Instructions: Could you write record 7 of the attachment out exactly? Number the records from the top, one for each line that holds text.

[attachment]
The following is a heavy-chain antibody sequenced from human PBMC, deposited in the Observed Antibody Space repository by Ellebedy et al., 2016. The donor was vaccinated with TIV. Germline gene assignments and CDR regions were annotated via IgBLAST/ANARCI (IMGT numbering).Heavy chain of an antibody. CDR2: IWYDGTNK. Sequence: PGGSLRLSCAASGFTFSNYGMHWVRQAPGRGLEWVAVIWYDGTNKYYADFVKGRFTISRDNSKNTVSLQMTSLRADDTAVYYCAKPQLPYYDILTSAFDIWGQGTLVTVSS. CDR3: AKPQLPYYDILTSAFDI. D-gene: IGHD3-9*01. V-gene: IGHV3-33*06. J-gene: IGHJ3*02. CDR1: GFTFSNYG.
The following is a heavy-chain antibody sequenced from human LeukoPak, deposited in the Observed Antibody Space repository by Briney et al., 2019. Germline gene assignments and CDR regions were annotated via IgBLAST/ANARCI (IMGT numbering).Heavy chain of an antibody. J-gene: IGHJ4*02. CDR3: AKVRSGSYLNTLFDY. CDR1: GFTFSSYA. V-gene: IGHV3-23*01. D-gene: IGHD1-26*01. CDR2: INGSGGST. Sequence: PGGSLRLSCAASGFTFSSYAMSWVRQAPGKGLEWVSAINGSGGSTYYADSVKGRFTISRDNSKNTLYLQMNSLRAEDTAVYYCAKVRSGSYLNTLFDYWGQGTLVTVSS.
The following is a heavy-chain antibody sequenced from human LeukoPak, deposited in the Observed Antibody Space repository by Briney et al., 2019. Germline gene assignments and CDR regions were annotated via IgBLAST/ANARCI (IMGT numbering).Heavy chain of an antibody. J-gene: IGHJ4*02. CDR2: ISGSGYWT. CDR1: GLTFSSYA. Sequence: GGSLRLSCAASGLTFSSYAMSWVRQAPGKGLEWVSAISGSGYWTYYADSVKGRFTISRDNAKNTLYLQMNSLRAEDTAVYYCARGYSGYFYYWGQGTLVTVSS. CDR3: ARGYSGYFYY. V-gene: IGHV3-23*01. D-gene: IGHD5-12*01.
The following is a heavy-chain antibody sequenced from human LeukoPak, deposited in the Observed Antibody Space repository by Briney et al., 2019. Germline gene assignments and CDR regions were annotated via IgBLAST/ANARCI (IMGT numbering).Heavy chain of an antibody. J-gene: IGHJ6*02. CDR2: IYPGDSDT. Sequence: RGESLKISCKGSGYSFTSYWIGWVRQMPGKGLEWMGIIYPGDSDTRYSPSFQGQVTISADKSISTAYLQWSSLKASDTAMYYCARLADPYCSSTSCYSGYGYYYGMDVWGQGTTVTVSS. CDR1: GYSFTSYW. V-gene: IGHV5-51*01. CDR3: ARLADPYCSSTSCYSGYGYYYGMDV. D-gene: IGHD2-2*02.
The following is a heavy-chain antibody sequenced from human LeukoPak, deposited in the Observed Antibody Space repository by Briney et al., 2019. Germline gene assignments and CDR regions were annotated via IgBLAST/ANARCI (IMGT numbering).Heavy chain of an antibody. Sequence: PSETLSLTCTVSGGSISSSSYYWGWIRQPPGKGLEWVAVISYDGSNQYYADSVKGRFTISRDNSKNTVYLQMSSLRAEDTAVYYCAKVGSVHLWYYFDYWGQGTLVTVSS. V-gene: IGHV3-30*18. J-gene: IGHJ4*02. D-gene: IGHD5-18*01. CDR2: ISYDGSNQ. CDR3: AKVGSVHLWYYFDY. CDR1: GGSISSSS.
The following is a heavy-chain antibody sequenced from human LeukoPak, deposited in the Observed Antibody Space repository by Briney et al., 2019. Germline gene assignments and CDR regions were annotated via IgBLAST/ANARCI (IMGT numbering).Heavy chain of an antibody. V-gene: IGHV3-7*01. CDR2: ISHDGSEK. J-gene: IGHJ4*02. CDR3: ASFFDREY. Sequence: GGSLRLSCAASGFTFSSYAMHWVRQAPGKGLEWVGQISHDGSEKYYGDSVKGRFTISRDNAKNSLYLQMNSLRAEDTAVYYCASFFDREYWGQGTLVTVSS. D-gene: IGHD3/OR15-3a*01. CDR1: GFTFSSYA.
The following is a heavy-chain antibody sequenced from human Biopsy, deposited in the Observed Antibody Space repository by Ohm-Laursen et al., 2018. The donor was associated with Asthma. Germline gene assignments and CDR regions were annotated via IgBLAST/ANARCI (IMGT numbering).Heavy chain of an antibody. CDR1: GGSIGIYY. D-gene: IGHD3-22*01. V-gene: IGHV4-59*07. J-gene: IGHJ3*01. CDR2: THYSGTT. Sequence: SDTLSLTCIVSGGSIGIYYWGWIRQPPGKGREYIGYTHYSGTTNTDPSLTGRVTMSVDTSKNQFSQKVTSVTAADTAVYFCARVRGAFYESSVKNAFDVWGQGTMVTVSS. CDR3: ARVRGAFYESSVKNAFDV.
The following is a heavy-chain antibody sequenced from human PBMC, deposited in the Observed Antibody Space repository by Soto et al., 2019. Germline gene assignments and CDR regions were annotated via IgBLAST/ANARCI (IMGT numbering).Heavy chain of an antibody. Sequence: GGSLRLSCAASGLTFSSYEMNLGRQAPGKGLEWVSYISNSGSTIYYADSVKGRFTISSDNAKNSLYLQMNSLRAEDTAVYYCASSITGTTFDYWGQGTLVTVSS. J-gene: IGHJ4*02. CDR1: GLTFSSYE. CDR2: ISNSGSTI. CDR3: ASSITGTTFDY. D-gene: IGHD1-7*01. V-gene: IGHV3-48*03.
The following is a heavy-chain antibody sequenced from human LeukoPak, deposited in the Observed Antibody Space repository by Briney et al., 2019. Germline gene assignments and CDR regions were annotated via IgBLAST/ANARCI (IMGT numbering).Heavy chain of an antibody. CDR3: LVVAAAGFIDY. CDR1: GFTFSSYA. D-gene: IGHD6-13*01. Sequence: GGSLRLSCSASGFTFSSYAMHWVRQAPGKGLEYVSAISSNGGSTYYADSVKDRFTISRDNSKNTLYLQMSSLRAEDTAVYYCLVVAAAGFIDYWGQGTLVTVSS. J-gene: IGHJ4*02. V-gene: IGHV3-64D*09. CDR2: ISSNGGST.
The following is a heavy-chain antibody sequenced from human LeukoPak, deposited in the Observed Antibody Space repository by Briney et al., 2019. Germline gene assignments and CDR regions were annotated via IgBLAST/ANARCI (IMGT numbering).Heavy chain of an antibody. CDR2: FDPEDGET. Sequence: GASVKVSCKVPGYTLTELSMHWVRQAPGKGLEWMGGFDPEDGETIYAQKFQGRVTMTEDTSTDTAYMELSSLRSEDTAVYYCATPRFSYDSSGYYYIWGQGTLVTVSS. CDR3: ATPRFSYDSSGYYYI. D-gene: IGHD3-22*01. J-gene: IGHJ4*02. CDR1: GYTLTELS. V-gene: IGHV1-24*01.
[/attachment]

The following is a heavy-chain antibody sequenced from human Biopsy, deposited in the Observed Antibody Space repository by Ohm-Laursen et al., 2018. The donor was associated with Asthma. Germline gene assignments and CDR regions were annotated via IgBLAST/ANARCI (IMGT numbering).Heavy chain of an antibody. CDR1: GGSIGIYY. D-gene: IGHD3-22*01. V-gene: IGHV4-59*07. J-gene: IGHJ3*01. CDR2: THYSGTT. Sequence: SDTLSLTCIVSGGSIGIYYWGWIRQPPGKGREYIGYTHYSGTTNTDPSLTGRVTMSVDTSKNQFSQKVTSVTAADTAVYFCARVRGAFYESSVKNAFDVWGQGTMVTVSS. CDR3: ARVRGAFYESSVKNAFDV.